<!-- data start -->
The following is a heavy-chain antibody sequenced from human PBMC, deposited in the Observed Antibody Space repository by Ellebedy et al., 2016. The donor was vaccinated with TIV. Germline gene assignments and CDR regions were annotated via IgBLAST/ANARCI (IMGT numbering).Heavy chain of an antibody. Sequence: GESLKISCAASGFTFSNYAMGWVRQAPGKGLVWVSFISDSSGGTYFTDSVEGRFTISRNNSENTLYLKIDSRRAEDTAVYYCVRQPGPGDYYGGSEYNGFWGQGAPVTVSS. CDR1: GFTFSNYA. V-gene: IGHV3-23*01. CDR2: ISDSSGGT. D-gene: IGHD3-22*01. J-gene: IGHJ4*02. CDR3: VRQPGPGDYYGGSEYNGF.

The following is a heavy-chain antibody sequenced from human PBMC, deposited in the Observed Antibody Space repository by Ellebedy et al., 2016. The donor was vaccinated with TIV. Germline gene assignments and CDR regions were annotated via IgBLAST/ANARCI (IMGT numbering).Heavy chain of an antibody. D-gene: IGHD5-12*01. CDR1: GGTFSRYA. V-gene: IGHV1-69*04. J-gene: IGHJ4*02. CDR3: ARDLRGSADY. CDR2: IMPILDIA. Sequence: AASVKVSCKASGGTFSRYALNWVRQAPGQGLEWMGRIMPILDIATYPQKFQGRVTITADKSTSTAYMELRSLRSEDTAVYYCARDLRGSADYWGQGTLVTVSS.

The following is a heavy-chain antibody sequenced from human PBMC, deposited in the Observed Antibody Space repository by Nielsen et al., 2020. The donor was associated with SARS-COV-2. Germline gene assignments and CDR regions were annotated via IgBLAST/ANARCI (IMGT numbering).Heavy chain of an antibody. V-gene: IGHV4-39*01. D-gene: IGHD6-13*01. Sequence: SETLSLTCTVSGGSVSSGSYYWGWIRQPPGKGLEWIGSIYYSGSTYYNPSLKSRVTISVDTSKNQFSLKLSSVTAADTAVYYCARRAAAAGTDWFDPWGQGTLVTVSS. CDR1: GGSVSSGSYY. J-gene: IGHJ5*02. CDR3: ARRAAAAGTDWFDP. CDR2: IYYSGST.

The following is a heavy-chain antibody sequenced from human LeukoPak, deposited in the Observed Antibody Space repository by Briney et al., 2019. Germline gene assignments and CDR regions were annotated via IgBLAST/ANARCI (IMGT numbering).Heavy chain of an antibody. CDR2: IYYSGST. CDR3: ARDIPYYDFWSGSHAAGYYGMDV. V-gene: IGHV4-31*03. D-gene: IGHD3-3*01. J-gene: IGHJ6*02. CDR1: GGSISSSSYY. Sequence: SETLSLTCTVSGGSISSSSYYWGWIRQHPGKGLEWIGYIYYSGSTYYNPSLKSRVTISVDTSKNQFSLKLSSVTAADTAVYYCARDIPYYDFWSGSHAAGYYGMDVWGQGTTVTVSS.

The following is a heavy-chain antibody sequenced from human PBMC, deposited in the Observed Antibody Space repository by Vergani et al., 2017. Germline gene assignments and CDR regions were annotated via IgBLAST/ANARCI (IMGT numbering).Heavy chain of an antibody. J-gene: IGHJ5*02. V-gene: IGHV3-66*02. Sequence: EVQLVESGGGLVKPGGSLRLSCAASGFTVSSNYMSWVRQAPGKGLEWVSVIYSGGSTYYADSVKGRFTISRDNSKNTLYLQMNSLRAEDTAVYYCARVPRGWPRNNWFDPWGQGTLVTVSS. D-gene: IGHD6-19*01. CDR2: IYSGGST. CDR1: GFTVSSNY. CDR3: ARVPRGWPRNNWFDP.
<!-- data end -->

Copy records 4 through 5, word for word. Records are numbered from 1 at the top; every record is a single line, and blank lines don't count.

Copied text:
The following is a heavy-chain antibody sequenced from human LeukoPak, deposited in the Observed Antibody Space repository by Briney et al., 2019. Germline gene assignments and CDR regions were annotated via IgBLAST/ANARCI (IMGT numbering).Heavy chain of an antibody. CDR2: IYYSGST. CDR3: ARDIPYYDFWSGSHAAGYYGMDV. V-gene: IGHV4-31*03. D-gene: IGHD3-3*01. J-gene: IGHJ6*02. CDR1: GGSISSSSYY. Sequence: SETLSLTCTVSGGSISSSSYYWGWIRQHPGKGLEWIGYIYYSGSTYYNPSLKSRVTISVDTSKNQFSLKLSSVTAADTAVYYCARDIPYYDFWSGSHAAGYYGMDVWGQGTTVTVSS.

The following is a heavy-chain antibody sequenced from human PBMC, deposited in the Observed Antibody Space repository by Vergani et al., 2017. Germline gene assignments and CDR regions were annotated via IgBLAST/ANARCI (IMGT numbering).Heavy chain of an antibody. J-gene: IGHJ5*02. V-gene: IGHV3-66*02. Sequence: EVQLVESGGGLVKPGGSLRLSCAASGFTVSSNYMSWVRQAPGKGLEWVSVIYSGGSTYYADSVKGRFTISRDNSKNTLYLQMNSLRAEDTAVYYCARVPRGWPRNNWFDPWGQGTLVTVSS. D-gene: IGHD6-19*01. CDR2: IYSGGST. CDR1: GFTVSSNY. CDR3: ARVPRGWPRNNWFDP.